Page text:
The Simpsons: S01E05 “Bart The General”


A recurring kind of plot throughout The Simpsons is the semi-ironic children’s adventure, with Bart and/or Lisa going on an actual adventure, with triumph and fear infused with the show’s typical cynicism and self-awareness. This episode is a primitive example of that, showing Bart’s troubles at the hands of Nelson being solved when he turns to his Grampa, who teaches him war strategy. As is usual for the show at this point, the plot is a little sloppy, with the training sequence in particular taking forever to finish; but the basic building blocks are all there, and the foundation of some key elements of Bart’s personality would be laid here.

Firstly, there’s Bart as shameless huckster. The episode begins with Lisa having made cupcakes for her teacher’s birthday, and Bart practically turns into a used car salesman trying to convince her to give him one, though we’re a little far off from a young man convincing his best friend he never had a goldfish.

Secondly, there’s Bart as the Archetypical Kid. From time to time, the show would treat Bart (and occasionally Lisa) as a representation of all children, not a specific person in his own right but as a symbol for kids everywhere who felt downtrodden and powerless; he would usually yell something like “kid power!” and “kids rule!” while this happened. I think that’s the underlying thing of what’s going on in this episode, as Bart faces up to that archetypical Kid Problem, the bully.

Bart, in defending Lisa from smaller bullies, accidentally provokes Nelson, the biggest and toughest kid on the block. After a few days in which he’s mercilessly beaten (not helped at all by Homer’s advice to fight dirty), Bart turns to his Grampa, who in turn leads him to Herman. With Herman and Grampa’s advice, Bart rounds up his friends and trains them as soldiers, in a war against Nelson. The payoff is weak – Bart essentially wins out of sheer numbers rather than any cleverness, making it vaguely unsatisfying – but the underlying tone, in which Bart finds an absurd solution to a kid problem, is there.

The episode ends with Bart and Nelson signing a peace treaty, in which Nelson retains the title of bully while wielding no real power, and Marge brings out delicious cupcakes for everyone. It’s more of a clever idea than a laugh-out-loud funny one.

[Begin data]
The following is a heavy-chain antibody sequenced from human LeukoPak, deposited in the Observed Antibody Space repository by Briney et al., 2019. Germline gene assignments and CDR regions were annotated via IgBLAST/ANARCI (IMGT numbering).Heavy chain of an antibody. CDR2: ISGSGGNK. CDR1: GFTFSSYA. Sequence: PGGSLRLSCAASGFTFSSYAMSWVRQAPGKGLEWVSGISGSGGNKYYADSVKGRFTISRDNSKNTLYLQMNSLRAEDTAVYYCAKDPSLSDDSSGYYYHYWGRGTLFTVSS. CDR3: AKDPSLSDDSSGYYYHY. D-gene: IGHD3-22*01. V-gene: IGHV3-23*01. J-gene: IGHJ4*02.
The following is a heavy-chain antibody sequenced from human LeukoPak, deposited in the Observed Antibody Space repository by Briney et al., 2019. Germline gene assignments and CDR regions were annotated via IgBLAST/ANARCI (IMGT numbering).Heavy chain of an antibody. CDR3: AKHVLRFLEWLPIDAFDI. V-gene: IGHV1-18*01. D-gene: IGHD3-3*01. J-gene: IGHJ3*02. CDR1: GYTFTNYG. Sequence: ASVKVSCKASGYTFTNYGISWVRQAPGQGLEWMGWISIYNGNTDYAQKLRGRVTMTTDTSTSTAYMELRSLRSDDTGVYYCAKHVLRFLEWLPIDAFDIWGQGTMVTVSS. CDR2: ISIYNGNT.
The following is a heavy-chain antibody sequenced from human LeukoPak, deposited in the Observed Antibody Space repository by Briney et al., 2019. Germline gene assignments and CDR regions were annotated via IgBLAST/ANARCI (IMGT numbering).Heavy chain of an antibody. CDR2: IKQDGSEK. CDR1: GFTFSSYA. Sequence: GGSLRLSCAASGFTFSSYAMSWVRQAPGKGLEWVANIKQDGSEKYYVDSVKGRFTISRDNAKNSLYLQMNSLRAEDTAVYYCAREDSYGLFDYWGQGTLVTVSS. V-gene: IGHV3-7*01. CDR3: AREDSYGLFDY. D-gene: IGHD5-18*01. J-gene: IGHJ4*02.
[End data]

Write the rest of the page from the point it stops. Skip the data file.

Couch Gag: None! No chalkboard gag either. The title sequence skips over starting from the school.
First appearances: Nelson, Marge calling Bart her “special little guy” in one of his dream sequences, Springfield Retirement Home, Jasper, Herman, Bart’s treehouse

This episode was written by John Swartzwelder and directed by David Silverman. Swartzwelder’s (primitive, not-quite-honed) absurdism and Silverman’s borderline-surreal animation combine to make the most visually spectacular episode so far.

Let’s talk about Swartzwelder, one of the few TV writers to be something of a household name despite never being much more than a staff writer. He’s well-known for his eccentricities (my favourite: he only ever wrote in a booth in a restaurant while drinking copious amounts of coffee and smoking copious amounts of cigarettes; when California banned public smoking, he simply bought the booth and installed it in his house); but for our purposes, we’re more interested in his genius at writing absurdism, and for following a plot to its own ridiculous-yet-logical conclusion. It’s not hugely present yet, but there’s definitely a Swartzweldian feel over the whole thing – see my Biggest Laugh this week, as well as Bart’s imaginary version of Homer watching in horror as Bart is beat up.

Censors asked the producers to take out “family jewels”, and the producers responded by putting in Grampa’s old man letter complaining about the use of dirty words on television. On the commentary, Matt Groening notes that the episode was controversial at the time and looks harmless today; he’s completely correct, because I’m baffled as to how the episode could look controversial to anyone.

Grampa’s old man letter brings him closer to his iconic characterisation as an irritable old coot. Skinner and Nelson are both fairly one-note (the former is square, the latter is dumb and angry), but those notes will be integral parts of their characters and will be the basis of many funny jokes later.

The training sequence contains references to the films Patton, Full Metal Jacket, and The Longest Day, as well as the famous picture of the sailor kissing the nurse.

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